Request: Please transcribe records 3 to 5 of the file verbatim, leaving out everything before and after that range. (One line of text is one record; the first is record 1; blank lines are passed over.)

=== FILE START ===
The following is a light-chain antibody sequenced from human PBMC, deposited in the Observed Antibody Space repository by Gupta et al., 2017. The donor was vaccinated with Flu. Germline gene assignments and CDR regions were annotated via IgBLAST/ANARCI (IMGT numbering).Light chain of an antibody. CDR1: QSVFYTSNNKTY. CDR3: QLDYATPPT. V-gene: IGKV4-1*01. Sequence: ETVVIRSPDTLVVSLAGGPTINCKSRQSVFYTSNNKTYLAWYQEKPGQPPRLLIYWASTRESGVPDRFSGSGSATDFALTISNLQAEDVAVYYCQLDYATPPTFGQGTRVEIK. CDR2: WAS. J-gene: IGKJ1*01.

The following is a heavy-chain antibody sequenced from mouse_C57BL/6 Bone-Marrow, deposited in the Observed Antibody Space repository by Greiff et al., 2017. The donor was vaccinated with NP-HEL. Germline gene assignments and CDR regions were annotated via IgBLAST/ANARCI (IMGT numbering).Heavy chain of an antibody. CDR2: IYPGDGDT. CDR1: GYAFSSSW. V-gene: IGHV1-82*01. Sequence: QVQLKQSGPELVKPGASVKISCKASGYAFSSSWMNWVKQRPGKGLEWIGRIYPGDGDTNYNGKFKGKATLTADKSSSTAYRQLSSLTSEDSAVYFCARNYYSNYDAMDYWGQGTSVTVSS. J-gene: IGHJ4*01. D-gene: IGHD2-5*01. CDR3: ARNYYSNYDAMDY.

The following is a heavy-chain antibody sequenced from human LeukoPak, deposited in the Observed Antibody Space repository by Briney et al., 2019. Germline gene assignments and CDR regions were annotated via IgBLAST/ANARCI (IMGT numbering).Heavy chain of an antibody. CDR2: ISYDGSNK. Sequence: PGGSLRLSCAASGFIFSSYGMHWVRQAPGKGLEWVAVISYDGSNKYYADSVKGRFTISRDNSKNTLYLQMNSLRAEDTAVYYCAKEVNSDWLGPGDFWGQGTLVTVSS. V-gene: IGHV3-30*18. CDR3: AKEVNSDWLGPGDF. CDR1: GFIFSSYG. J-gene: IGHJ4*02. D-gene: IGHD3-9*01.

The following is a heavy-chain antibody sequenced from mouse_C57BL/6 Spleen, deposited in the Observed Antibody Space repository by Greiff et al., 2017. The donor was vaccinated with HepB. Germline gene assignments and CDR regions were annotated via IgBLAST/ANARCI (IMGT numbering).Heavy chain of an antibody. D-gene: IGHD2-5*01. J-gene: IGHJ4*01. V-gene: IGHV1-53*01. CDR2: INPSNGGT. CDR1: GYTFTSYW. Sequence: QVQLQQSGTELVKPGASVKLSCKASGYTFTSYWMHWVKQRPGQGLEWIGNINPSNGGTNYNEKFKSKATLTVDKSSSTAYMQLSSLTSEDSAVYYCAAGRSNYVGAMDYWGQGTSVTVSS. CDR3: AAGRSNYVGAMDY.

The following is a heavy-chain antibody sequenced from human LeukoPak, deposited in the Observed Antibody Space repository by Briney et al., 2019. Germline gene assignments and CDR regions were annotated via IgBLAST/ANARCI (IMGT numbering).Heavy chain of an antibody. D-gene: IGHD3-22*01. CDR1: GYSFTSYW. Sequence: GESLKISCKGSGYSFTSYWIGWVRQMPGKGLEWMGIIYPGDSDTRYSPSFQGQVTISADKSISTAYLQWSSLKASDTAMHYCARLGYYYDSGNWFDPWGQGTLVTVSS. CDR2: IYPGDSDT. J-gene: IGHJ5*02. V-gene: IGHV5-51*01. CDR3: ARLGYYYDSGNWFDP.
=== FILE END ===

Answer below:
The following is a heavy-chain antibody sequenced from human LeukoPak, deposited in the Observed Antibody Space repository by Briney et al., 2019. Germline gene assignments and CDR regions were annotated via IgBLAST/ANARCI (IMGT numbering).Heavy chain of an antibody. CDR2: ISYDGSNK. Sequence: PGGSLRLSCAASGFIFSSYGMHWVRQAPGKGLEWVAVISYDGSNKYYADSVKGRFTISRDNSKNTLYLQMNSLRAEDTAVYYCAKEVNSDWLGPGDFWGQGTLVTVSS. V-gene: IGHV3-30*18. CDR3: AKEVNSDWLGPGDF. CDR1: GFIFSSYG. J-gene: IGHJ4*02. D-gene: IGHD3-9*01.

The following is a heavy-chain antibody sequenced from mouse_C57BL/6 Spleen, deposited in the Observed Antibody Space repository by Greiff et al., 2017. The donor was vaccinated with HepB. Germline gene assignments and CDR regions were annotated via IgBLAST/ANARCI (IMGT numbering).Heavy chain of an antibody. D-gene: IGHD2-5*01. J-gene: IGHJ4*01. V-gene: IGHV1-53*01. CDR2: INPSNGGT. CDR1: GYTFTSYW. Sequence: QVQLQQSGTELVKPGASVKLSCKASGYTFTSYWMHWVKQRPGQGLEWIGNINPSNGGTNYNEKFKSKATLTVDKSSSTAYMQLSSLTSEDSAVYYCAAGRSNYVGAMDYWGQGTSVTVSS. CDR3: AAGRSNYVGAMDY.

The following is a heavy-chain antibody sequenced from human LeukoPak, deposited in the Observed Antibody Space repository by Briney et al., 2019. Germline gene assignments and CDR regions were annotated via IgBLAST/ANARCI (IMGT numbering).Heavy chain of an antibody. D-gene: IGHD3-22*01. CDR1: GYSFTSYW. Sequence: GESLKISCKGSGYSFTSYWIGWVRQMPGKGLEWMGIIYPGDSDTRYSPSFQGQVTISADKSISTAYLQWSSLKASDTAMHYCARLGYYYDSGNWFDPWGQGTLVTVSS. CDR2: IYPGDSDT. J-gene: IGHJ5*02. V-gene: IGHV5-51*01. CDR3: ARLGYYYDSGNWFDP.